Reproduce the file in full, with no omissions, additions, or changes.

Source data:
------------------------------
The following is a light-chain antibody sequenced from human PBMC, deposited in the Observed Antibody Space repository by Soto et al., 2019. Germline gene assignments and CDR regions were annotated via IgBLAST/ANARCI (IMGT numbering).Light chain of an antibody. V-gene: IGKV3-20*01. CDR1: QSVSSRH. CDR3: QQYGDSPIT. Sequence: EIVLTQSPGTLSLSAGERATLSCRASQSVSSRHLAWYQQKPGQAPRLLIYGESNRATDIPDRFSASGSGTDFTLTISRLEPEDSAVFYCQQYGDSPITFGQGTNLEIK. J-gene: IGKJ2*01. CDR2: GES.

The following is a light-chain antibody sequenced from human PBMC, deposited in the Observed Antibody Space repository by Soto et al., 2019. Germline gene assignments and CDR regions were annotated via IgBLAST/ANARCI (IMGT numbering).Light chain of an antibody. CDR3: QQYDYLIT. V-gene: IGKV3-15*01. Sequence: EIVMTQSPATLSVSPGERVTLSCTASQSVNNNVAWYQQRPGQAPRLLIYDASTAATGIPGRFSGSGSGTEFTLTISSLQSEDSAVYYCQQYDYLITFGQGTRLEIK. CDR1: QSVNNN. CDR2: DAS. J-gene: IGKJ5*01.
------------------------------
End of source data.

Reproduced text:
The following is a light-chain antibody sequenced from human PBMC, deposited in the Observed Antibody Space repository by Soto et al., 2019. Germline gene assignments and CDR regions were annotated via IgBLAST/ANARCI (IMGT numbering).Light chain of an antibody. V-gene: IGKV3-20*01. CDR1: QSVSSRH. CDR3: QQYGDSPIT. Sequence: EIVLTQSPGTLSLSAGERATLSCRASQSVSSRHLAWYQQKPGQAPRLLIYGESNRATDIPDRFSASGSGTDFTLTISRLEPEDSAVFYCQQYGDSPITFGQGTNLEIK. J-gene: IGKJ2*01. CDR2: GES.

The following is a light-chain antibody sequenced from human PBMC, deposited in the Observed Antibody Space repository by Soto et al., 2019. Germline gene assignments and CDR regions were annotated via IgBLAST/ANARCI (IMGT numbering).Light chain of an antibody. CDR3: QQYDYLIT. V-gene: IGKV3-15*01. Sequence: EIVMTQSPATLSVSPGERVTLSCTASQSVNNNVAWYQQRPGQAPRLLIYDASTAATGIPGRFSGSGSGTEFTLTISSLQSEDSAVYYCQQYDYLITFGQGTRLEIK. CDR1: QSVNNN. CDR2: DAS. J-gene: IGKJ5*01.